Expanders and Radiation

I had double masectomy Sept 29 and expanders at same time. Have had much pain with right expander and must have 30 radiation treatments after chemo is finished. Radiation therapist now says expanders should never have been put in when radiation is going to be needed. The left tumor was 7cm and right 3.5cm. What should I do?

Doctor Answers 11

Radiation and expanders

Your current situation is not rare.  If radiation is not anticipated at the time of mastectomy, expanders can be placed.  An experienced radiation oncologist should be able to radiate with an expander present.  If there is an issue, your plastic surgeon can deflate the expander prior to radiation.  However, not that you are undergoing radiation, I highly recommend you talk to your board certified palstic surgeon about replacing the expander with your own body's tissue.   The complication rate is extremely high for expanders and implants after radiation because the tissue will no longer be pliable and leads to implant exposure and subsequent infection.

Saint Louis Plastic Surgeon
4.9 out of 5 stars 59 reviews

Expanders and radiation

It is not written in stone, but as a rule, expanders are not particularly recommended in the presence of radiation.  I would avoid further surgery for 6-12 months following your radiation treatment and then consider replacing the expanders with your own tissue (commonly from the back or the abdomen).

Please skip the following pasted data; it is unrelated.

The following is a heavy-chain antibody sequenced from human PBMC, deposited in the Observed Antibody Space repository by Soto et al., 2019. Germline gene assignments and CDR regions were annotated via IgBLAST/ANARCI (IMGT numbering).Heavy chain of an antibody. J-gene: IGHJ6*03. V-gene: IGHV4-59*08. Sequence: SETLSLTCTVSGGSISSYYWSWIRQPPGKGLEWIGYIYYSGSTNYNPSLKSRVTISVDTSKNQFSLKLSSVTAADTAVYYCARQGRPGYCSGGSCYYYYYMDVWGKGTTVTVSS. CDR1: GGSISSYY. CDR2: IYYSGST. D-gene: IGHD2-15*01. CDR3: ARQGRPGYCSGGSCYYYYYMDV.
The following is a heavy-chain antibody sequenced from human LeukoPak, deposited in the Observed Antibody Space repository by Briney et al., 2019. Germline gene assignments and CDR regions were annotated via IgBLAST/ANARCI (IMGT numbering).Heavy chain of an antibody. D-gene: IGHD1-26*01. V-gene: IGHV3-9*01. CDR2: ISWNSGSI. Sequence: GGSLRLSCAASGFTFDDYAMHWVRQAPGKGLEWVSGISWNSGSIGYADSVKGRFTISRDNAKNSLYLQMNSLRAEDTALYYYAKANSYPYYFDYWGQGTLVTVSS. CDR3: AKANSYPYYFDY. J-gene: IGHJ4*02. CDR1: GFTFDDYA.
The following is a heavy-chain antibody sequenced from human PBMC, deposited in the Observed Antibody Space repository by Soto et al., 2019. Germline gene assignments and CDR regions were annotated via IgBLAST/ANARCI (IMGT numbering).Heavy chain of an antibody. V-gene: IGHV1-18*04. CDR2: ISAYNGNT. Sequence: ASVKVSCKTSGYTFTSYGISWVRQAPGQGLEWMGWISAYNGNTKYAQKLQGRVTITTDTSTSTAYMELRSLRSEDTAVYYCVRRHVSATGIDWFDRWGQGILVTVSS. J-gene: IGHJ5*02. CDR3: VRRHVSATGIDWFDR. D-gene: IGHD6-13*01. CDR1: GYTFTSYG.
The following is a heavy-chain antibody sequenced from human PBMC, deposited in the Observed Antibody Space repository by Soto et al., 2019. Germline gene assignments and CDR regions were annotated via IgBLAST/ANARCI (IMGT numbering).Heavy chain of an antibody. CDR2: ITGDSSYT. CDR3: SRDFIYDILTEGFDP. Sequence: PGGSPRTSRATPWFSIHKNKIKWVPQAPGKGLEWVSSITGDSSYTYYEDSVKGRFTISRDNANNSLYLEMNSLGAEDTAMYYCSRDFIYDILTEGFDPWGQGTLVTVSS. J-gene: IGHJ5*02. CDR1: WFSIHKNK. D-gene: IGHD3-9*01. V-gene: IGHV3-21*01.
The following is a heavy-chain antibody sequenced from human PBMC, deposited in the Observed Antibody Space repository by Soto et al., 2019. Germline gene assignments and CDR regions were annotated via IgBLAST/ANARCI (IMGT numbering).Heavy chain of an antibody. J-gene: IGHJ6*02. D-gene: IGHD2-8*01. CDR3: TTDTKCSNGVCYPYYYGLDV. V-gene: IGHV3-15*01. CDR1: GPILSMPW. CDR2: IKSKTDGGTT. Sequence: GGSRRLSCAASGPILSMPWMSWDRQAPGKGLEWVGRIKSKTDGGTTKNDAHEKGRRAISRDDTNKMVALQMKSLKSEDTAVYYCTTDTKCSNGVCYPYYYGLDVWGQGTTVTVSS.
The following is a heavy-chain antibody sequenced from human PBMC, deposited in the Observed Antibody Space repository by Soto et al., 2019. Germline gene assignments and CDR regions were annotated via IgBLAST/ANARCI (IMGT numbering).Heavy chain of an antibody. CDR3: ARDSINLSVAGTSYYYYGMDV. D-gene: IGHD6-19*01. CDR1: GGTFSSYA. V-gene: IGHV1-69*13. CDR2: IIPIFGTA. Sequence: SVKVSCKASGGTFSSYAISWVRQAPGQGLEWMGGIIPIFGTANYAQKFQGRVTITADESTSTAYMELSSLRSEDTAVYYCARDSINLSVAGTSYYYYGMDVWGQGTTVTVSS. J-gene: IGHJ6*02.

This sort of treatment is often long and may require several operations.  This forum is no replacement for a face to face consultation with a plastic surgeon who you can trust to look after you and guide you through this.  Good luck.

Jonathan J. Staiano, FRCS (Plast)
Birmingham Plastic Surgeon
5.0 out of 5 stars 20 reviews

Expanders and Radiation

Hello!  Thank you for your question.   After radiation, you have an increased rate of complications including wound problems, infections, thinning of the tissue, and decreased vascularity to the skin/tissue of the area.  The best method to reconstruct a breast following radiation therapy is with a flap.  The flap, which is skin, fat, and sometimes muscle, will serve to bring in healthy, well-vascularized tissue to the chest/breast area that will significantly ameliorate the radiation issues compounding the problem.  Microsurgical perforator flaps (such as the DIEP flap and SGAP/IGAP flap) are the newest and most-innovative procedures in breast reconstruction today.  As these are muscle-sparing flaps, the pain, morbidity, and complications such as those above, of these procedures are much less.  They are highly-complex procedures that few plastic surgeons performed and consult with one who is well-versed, trained, and skilled in these procedures if you are interested.  

There are many options to breast reconstruction including implant-based and flap-based procedures.  The complication rate with implants following radiation is reported as high as 60-70% in some studies.  Flap reconstruction is usually recommended, but there are several centers who perform implants following radiation with great success and results.  I typically prefer flaps, such as the DIEP flap.  Other flaps are the conventional TRAM, latissimus flap, SGAP/IGAP, and, TUG.

You are a candidate for other procedures, if you are willing to continue with your journey for a reconstructed breast.  Flaps such as those above, including others, are available.  The decision to continue with this will be your decision and what you are willing to go through.  There are risks and benefits with everything that we do in Surgery - discuss the various options with a board certified plastic surgeon who will educate you on all of the options and help you to decided if breast reconstruction or which procedure will be best for you.  Hope that this helps and best wishes!

Lewis Albert Andres, MD
Scottsdale Plastic Surgeon
5.0 out of 5 stars 26 reviews

Expander and radiation